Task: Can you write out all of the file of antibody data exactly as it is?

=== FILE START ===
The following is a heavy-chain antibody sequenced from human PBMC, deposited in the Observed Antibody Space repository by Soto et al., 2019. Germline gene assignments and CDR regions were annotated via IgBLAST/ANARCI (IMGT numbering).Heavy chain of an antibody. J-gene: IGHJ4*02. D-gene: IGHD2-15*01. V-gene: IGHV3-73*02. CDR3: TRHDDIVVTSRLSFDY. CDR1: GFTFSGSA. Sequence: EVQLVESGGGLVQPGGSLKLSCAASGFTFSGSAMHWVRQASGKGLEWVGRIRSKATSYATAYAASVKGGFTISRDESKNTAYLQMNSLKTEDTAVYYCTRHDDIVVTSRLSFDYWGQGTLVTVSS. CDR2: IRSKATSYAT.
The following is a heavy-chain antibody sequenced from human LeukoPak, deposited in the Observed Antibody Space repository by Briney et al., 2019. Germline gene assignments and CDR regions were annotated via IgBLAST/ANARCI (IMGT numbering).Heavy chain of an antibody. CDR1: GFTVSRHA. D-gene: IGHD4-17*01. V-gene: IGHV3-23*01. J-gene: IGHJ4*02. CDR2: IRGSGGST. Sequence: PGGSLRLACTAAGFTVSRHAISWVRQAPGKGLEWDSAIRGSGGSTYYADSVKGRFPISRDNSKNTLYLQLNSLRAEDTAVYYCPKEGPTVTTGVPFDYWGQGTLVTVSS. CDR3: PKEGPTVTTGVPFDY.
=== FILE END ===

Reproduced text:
The following is a heavy-chain antibody sequenced from human PBMC, deposited in the Observed Antibody Space repository by Soto et al., 2019. Germline gene assignments and CDR regions were annotated via IgBLAST/ANARCI (IMGT numbering).Heavy chain of an antibody. J-gene: IGHJ4*02. D-gene: IGHD2-15*01. V-gene: IGHV3-73*02. CDR3: TRHDDIVVTSRLSFDY. CDR1: GFTFSGSA. Sequence: EVQLVESGGGLVQPGGSLKLSCAASGFTFSGSAMHWVRQASGKGLEWVGRIRSKATSYATAYAASVKGGFTISRDESKNTAYLQMNSLKTEDTAVYYCTRHDDIVVTSRLSFDYWGQGTLVTVSS. CDR2: IRSKATSYAT.
The following is a heavy-chain antibody sequenced from human LeukoPak, deposited in the Observed Antibody Space repository by Briney et al., 2019. Germline gene assignments and CDR regions were annotated via IgBLAST/ANARCI (IMGT numbering).Heavy chain of an antibody. CDR1: GFTVSRHA. D-gene: IGHD4-17*01. V-gene: IGHV3-23*01. J-gene: IGHJ4*02. CDR2: IRGSGGST. Sequence: PGGSLRLACTAAGFTVSRHAISWVRQAPGKGLEWDSAIRGSGGSTYYADSVKGRFPISRDNSKNTLYLQLNSLRAEDTAVYYCPKEGPTVTTGVPFDYWGQGTLVTVSS. CDR3: PKEGPTVTTGVPFDY.